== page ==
As I was walking through a field of sunflowers at McKee-Beshers Wildlife Management Area in Poolesville, Maryland, I spotted an unusual dragonfly that I couldn’t immediately identify. It turned out to be a Black-shouldered Spinyleg dragonfly (Dromogomphus spinosus)—a cool name for a cool-looking dragonfly.
When I first caught sight of the dragonfly, the dragonfly’s long, skinny abdomen and the enlarged area near the end suggested to me that it was a member of the clubtail family of dragonflies. (You can get a really good sense of the shape of the “clubtail” when you look at the shadows in a couple of the images). The only clubtails that I have seen with any kind of regularity have been Common Sanddragons and Unicorn Clubtails, and this was clearly not one of them. When I am out in the field, I don’t worry too much about identification—I practice what I call the “Law of the West,” i.e. “shoot first and ask questions later.”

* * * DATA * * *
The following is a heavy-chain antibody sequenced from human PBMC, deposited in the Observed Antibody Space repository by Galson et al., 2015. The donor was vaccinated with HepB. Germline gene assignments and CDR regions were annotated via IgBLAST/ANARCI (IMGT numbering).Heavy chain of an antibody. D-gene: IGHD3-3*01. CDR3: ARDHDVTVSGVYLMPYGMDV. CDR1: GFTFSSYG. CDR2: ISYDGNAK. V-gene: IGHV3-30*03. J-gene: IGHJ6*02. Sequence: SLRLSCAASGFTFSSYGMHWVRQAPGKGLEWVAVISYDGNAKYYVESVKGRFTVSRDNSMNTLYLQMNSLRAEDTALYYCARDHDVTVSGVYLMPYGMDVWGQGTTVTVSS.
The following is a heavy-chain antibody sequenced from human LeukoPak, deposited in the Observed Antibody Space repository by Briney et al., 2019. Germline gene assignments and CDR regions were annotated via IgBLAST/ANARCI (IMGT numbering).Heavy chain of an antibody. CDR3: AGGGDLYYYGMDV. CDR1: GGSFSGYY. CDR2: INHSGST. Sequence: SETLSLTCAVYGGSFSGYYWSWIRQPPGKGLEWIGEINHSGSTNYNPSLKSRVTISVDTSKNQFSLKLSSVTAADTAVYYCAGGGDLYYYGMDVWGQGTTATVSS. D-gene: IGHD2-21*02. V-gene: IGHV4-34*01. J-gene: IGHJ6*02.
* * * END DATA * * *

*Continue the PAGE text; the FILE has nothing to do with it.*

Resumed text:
Later in the day my shooting partner was able to identify the dragonfly after I pointed her to the website “Dragonflies of Northern Virginia.” This website is my favorite resources for information and photos of dragonflies in my area. I checked my past blog postings because I had a vague recollection that I had seen this species before and found a posting indicating that I saw one almost exactly a year ago on a trip to a different part of Maryland.
© Michael Q. Powell. All rights reserved.